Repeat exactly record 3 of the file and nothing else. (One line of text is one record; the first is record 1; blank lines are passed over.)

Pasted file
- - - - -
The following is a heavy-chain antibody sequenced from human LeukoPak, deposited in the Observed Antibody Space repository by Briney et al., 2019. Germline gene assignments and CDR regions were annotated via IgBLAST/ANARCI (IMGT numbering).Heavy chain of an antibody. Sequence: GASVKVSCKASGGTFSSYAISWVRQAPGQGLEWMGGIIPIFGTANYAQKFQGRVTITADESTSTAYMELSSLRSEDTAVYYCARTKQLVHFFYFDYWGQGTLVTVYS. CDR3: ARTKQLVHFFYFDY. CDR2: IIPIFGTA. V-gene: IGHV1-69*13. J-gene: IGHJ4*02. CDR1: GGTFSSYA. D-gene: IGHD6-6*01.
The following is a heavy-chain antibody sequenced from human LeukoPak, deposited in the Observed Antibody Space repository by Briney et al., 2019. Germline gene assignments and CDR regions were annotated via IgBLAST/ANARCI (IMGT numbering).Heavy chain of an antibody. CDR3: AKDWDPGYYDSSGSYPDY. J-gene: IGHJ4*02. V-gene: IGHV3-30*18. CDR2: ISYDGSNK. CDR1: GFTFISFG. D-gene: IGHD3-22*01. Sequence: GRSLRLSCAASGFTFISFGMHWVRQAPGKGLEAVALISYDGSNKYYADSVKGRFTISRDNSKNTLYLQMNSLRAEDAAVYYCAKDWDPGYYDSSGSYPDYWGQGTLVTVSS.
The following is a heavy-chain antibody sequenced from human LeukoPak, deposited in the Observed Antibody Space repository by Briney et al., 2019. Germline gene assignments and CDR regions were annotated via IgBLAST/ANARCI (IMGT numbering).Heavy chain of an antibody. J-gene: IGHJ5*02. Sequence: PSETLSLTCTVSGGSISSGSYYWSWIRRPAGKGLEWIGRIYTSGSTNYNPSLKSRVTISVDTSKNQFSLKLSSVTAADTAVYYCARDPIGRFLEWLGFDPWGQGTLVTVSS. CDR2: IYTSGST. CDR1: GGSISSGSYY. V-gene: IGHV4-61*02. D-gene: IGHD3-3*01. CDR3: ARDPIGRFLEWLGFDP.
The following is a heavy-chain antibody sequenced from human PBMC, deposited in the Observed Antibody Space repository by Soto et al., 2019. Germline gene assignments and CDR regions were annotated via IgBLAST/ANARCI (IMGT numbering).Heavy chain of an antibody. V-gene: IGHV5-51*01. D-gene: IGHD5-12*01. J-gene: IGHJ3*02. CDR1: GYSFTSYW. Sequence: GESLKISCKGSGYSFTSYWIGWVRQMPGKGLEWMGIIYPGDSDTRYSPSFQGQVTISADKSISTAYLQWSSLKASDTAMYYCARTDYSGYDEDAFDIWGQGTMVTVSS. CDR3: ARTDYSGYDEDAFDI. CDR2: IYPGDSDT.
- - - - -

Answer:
The following is a heavy-chain antibody sequenced from human LeukoPak, deposited in the Observed Antibody Space repository by Briney et al., 2019. Germline gene assignments and CDR regions were annotated via IgBLAST/ANARCI (IMGT numbering).Heavy chain of an antibody. J-gene: IGHJ5*02. Sequence: PSETLSLTCTVSGGSISSGSYYWSWIRRPAGKGLEWIGRIYTSGSTNYNPSLKSRVTISVDTSKNQFSLKLSSVTAADTAVYYCARDPIGRFLEWLGFDPWGQGTLVTVSS. CDR2: IYTSGST. CDR1: GGSISSGSYY. V-gene: IGHV4-61*02. D-gene: IGHD3-3*01. CDR3: ARDPIGRFLEWLGFDP.